Glitter, real name Paul Gadd, was arrested as he tried to leave Vietnam for Bangkok via Tan Son Hnat airport in Ho Chi Minh City on Saturday, after police started searching for him in connection with allegations about his relationships with two teenage girls.
If he is imprisoned, the former singer will find Vietnamese jails very different from Horfield Prison in Bristol, where he served two months in 1999 for possessing “hard-core, sick and degrading” images of children. Vietnamese jails are notorious for their squalor, harsh treatment of prisoners and lack of attention to sanitation, hygiene and food.
Even if he is not prosecuted in Vietnam, Glitter could face charges in this country if he ever returned under Britain’s “sex tourism” laws — the Sex Offences Act 1996.
Last November ten people were publicly executed by firing squad in front of 1,000 people in Nam Ding province.
Each victim received five shots to the body and one final bullet to the head, but the Government is now considering a more “mechanised” method to bypass the “trembling hand syndrome” suffered by members of some of the firing squads.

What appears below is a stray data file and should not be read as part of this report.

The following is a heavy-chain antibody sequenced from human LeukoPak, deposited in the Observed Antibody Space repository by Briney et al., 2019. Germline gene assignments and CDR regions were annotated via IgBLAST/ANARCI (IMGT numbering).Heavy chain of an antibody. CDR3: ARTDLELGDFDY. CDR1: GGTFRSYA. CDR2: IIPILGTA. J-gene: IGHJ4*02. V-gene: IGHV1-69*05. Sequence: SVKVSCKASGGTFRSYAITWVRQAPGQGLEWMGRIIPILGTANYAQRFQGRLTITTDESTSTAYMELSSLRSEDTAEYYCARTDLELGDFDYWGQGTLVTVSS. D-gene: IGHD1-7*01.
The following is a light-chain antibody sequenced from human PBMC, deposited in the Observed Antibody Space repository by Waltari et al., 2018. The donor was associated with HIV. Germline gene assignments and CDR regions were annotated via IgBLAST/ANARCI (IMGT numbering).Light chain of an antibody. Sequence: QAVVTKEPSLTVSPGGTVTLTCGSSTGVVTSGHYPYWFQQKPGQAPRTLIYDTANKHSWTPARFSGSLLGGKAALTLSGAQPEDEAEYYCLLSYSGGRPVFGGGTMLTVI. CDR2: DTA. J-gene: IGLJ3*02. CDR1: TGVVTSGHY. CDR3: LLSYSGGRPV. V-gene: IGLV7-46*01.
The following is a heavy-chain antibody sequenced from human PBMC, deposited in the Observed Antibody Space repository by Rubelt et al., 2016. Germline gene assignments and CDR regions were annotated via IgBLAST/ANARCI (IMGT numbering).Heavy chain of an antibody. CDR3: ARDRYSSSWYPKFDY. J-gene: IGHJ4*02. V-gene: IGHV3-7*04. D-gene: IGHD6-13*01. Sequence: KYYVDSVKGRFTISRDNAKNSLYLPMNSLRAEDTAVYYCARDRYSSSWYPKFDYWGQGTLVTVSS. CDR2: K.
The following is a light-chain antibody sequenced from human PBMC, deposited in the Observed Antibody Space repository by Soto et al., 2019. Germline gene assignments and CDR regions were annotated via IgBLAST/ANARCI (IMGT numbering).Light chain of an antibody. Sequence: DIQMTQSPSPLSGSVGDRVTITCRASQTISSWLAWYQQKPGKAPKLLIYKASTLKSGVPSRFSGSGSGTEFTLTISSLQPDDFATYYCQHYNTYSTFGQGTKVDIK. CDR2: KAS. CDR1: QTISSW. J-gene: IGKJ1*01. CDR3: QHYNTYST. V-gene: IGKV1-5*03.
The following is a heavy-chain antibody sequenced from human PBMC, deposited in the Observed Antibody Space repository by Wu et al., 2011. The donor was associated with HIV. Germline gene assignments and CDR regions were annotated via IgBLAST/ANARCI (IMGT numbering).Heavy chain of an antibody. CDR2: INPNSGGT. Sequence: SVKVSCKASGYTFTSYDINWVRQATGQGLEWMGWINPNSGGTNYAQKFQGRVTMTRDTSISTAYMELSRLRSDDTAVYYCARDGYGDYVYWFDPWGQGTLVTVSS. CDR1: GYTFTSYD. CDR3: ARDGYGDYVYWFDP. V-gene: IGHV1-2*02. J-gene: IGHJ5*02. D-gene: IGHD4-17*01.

Glitter was sentenced to four months in jail in Britain, but served only two, after admitting downloading more than 4,000 images of children, some as young as two, on his laptop computer. The pictures showed boys and girls being sexually abused, tortured, bound, gagged and blindfolded.
Let Charlie deal with him, for once. Southeast Asia needs to drain the swamp of these Western perverts who come trawling for underage children.
Source: The Times Online